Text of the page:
Booker v. C.R. Bard, Inc., No. 18-16349 (9th Cir. 2020)Annotate this Case
The Ninth Circuit affirmed the district court's judgment for plaintiff in an action alleging product-liability claims based on injuries she sustained from a medical device -- the G2 intravascular filter -- designed and manufactured by Bard. The jury found Bard liable for negligent failure to warn, awarding $1.6 million in compensatory damages and $2 million in punitive damages.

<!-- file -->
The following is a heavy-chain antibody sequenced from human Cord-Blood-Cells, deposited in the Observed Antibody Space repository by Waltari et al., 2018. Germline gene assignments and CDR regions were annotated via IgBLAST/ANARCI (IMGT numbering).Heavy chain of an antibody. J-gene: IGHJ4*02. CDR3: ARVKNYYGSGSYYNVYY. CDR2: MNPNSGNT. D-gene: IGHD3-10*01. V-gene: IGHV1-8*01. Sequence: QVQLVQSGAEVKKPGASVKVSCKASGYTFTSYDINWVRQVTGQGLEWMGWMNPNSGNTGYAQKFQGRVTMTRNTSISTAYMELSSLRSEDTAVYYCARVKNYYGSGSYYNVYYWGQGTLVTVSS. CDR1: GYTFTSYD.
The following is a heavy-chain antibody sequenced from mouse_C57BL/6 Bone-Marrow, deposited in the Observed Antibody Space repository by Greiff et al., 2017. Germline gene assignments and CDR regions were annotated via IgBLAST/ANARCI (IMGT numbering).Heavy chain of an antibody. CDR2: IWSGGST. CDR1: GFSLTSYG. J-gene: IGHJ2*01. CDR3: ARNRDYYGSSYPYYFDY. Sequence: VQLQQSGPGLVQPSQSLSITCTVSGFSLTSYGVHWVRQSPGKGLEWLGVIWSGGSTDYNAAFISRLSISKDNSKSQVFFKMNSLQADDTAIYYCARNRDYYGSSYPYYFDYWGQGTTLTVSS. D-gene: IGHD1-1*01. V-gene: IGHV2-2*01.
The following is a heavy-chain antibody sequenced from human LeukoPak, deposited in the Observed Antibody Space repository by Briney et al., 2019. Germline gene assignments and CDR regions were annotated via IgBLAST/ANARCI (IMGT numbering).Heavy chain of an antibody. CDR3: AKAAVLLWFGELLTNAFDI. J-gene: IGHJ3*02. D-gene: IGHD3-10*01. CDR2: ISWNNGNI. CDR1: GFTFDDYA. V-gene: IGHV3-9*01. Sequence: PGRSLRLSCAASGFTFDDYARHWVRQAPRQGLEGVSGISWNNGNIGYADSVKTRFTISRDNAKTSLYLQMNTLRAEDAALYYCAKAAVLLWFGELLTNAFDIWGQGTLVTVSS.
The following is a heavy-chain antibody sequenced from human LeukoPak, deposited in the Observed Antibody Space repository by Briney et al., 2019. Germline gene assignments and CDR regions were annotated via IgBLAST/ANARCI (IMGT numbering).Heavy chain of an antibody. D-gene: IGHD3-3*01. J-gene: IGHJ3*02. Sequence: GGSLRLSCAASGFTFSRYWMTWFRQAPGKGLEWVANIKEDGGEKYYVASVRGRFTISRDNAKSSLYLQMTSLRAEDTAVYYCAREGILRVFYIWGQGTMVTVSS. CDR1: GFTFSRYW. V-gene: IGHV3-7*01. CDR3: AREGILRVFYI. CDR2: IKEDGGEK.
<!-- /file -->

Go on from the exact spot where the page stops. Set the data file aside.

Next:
The panel held that, because Bard's preemption defense presented a purely legal question, it would consider the merits of the district court's denial of its motion for summary judgment. The panel held that the preemption argument fails because Booker's claim rests on an asserted state-law duty to warn of the risks posed by the particular design of Bard's G2 Filter, and the FDA has not imposed any requirements related to the design of that device or how a device of that design should be labeled. In regard to the failure-to-warn claim, the panel held that Georgia courts had not adopted a categorical prohibition on basing a failure-to-warn claim on the absence of a comparative warning, and the district court correctly allowed the jury to decide the adequacy of the warning. Finally, the panel held that the evidence was adequate to support the jury's award of punitive damages.